Poisoned fruit is an apt metaphor used by the Honorable Richard Danzig in the title of his latest report for all things cyber that today we can’t live without, yet bring ever increasing risks. The Center for a New American Security (CNAS) sponsored an event showcasing Danzig’s report and to discuss proposals for U.S. government responses to cyber insecurity. Panelists included: Mike Walker (DARPA), Melissa Hathaway (President of Hathaway Global Strategies), Gary McGraw (CTO, Cigital), and Ben FitzGerald (CNAS) who also moderated the session. Introductory comments where provided by Dan Kaufman (Director of the Information Innovation Office, DARPA). The panel discussion was followed by Richard Danzig who responded to comments by the panel as well as the audience.

Although a blog on Danzig’s 55-page information dense report, will have to be necessarily summary, you can get the full report “Surviving on a Diet of Poisoned Fruit: Reducing the National Security Risks of America’s Cyber Dependencies” from the CNAS web site.

Danzig’s report is a high-level policy document. However, it also provides some concrete ideas to be considered by U.S. government decision-makers for surviving on poisoned fruit. Briefly, these recommendations include:

  1. A national security standard defining “red lines” in cyberspace
  2. Sacrifice some cyber benefits to ensure greater security for key systems
  3. Some private-sector systems fall within the national security standard
  4. Bolster cyber strategic stability between the US and other nation-states
  5. A regime of mutually unassured destruction (MUD), ensures insecurity for all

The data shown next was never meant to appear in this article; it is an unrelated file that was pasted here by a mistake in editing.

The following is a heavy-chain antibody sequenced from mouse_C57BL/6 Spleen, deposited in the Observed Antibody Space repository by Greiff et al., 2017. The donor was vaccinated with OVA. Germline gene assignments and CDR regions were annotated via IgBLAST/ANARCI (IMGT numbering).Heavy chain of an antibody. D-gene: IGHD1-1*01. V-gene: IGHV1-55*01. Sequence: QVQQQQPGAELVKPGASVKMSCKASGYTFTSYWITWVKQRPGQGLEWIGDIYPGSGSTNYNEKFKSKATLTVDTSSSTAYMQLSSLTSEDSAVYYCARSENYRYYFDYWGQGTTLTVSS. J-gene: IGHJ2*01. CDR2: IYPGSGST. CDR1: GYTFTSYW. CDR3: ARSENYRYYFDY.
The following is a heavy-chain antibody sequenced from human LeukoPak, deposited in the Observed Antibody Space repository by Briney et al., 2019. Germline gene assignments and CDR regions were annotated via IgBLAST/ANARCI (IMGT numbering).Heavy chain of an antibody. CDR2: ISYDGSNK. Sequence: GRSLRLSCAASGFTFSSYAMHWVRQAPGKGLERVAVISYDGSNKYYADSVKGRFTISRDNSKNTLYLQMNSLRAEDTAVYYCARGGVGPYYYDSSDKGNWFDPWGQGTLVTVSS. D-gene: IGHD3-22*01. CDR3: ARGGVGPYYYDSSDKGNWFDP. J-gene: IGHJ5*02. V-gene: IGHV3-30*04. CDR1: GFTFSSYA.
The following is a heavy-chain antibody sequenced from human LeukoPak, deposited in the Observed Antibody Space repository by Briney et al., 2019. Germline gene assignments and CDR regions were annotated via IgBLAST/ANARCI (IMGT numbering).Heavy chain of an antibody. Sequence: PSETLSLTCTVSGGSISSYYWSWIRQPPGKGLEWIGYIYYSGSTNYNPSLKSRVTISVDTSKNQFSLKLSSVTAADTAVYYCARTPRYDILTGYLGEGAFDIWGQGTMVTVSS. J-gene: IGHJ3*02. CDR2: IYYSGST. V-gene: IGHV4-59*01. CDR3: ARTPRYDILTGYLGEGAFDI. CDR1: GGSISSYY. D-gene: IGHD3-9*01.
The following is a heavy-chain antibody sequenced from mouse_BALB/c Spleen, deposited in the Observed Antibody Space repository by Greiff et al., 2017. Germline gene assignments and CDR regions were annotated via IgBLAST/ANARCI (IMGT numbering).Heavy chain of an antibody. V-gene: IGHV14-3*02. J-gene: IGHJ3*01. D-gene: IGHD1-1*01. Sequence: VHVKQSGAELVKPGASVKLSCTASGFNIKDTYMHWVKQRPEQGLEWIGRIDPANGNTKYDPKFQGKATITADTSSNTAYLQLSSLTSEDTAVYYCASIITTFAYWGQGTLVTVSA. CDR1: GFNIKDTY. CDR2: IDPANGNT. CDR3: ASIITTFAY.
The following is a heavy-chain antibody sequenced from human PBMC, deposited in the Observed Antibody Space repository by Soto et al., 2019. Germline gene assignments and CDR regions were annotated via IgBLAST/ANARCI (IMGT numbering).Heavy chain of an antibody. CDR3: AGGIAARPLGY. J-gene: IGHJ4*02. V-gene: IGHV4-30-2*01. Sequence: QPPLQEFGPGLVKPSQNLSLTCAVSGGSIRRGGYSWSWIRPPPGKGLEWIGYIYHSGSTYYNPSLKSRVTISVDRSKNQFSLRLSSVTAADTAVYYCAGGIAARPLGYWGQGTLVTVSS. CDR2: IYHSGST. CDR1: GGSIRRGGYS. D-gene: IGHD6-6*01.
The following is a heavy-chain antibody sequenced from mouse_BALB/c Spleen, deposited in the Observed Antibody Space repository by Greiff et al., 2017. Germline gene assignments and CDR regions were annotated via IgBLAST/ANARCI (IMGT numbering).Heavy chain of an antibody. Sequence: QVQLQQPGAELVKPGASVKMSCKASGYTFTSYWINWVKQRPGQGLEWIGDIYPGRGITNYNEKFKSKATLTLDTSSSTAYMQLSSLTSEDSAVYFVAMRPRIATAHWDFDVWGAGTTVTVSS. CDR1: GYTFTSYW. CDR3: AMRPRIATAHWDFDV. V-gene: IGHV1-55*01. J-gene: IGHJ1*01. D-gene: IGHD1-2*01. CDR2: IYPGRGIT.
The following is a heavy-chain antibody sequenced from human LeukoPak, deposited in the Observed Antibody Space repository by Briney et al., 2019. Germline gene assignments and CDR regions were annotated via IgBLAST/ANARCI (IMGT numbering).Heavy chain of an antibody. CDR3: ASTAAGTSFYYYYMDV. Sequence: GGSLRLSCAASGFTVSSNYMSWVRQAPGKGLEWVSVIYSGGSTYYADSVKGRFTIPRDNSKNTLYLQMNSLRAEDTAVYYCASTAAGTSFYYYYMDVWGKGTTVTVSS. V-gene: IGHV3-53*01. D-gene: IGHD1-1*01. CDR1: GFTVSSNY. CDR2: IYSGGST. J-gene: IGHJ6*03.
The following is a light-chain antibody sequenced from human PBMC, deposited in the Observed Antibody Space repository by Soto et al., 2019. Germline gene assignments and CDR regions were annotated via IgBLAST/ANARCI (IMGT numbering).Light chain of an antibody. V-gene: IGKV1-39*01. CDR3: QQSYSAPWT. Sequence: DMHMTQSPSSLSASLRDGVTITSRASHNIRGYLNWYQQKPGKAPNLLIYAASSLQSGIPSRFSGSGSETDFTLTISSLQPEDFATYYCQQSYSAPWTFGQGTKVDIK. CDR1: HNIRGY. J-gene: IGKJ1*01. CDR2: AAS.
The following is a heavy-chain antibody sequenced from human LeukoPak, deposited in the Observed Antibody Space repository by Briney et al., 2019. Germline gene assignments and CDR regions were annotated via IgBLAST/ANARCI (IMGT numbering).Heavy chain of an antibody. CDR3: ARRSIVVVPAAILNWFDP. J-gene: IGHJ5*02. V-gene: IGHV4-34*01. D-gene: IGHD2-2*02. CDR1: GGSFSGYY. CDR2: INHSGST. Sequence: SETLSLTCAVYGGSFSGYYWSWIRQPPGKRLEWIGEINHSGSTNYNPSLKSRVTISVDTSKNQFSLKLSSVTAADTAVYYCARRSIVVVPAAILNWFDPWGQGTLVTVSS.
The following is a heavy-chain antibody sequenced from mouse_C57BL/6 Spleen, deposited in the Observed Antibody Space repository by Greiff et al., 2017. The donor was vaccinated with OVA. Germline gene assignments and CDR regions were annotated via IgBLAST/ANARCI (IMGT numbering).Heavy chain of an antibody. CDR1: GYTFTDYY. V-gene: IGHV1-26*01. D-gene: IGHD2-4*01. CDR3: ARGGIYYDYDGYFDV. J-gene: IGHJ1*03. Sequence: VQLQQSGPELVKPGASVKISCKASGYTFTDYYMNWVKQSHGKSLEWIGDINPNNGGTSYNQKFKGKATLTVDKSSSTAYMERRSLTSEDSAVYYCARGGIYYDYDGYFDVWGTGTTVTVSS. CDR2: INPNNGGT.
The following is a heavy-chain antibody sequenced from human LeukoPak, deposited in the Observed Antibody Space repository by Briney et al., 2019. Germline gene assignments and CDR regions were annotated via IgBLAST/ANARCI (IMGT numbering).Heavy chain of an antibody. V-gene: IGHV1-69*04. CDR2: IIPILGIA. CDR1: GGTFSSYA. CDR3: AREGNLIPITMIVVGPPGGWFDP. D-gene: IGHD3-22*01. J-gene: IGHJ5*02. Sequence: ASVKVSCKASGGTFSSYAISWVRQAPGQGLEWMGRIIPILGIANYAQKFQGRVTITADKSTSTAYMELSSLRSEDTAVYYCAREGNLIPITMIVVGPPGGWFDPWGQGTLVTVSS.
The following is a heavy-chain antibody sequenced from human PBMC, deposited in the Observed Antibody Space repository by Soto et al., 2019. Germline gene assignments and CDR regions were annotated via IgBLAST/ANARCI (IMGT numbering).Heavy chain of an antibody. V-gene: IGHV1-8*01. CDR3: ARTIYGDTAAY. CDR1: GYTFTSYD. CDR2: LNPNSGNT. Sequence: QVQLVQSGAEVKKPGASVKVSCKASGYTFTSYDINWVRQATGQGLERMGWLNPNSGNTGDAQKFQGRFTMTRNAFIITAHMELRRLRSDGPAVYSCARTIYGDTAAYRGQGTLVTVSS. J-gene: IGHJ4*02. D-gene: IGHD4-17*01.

6. Map the adversarial ecosystem of cyberspace in anthropological detail
  7. Use the model of voluntary reporting of nearmiss incidents used in aviation
  8. Provide an elite cyber workforce for the federal government

There is substantial agreement between elements of Danzig’s report and The Langner Group’s philosophy as expressed on the web site, various whitepapers, and the Robust ICS Planning and Evaluation (RIPE) Program. One example of this alignment can be found on the very first page of the executive summary: “…these strategies [better cybersecurity strategies] are typically costly, and users will commonly choose to buy less security than they could obtain because of the operational, financial or convenience costs of obtaining that security.” The message is clear; better cyber security will cost more and be less convenient.

Another major point made in Danzig’s report is the idea that the way we’ve been doing cybersecurity is not working and it’s time to rethink the problem “The deficiencies in the existing methods of cyberdefense have been increasingly exposed as state-sponsored and state-run attacks have become more frequent and use more sophisticated and extensive resources.” At The Langner Group, we have rethought the problem and more than a year ago we expressed a similar sentiment in a paper published by Brookings: Bound to Fail: Why Cyber Security Risk Cannot Simply Be “Managed” Away. In this February 2013 paper we state that putting the emphasis on establishing a framework for risk management and relying on voluntary participation of the private sector have been attempted for more than a decade without measurable success.

For those who think deeply about the problem of cyber security as it relates to national security and critical infrastructure, they should read this report. In fact, they should read it more than once and ponder the implications of doing nothing. Richard Danzig has been working on this effort for over a year and it encapsulates the thinking from a long list of industry thought leaders in an effort to bridge the gap between policy and operational concerns. We sincerely hope that decision makers at all levels from public and private sectors are paying attention.

If you read Richard Danzig’s report and come away thinking that you would like to see a cyber security program for protecting critical infrastructure that incorporates key elements of his report, look no further than The Langner Group’s Robust ICS Planning and Evaluation (RIPE) Program from the Langner Group. Contact us for more information.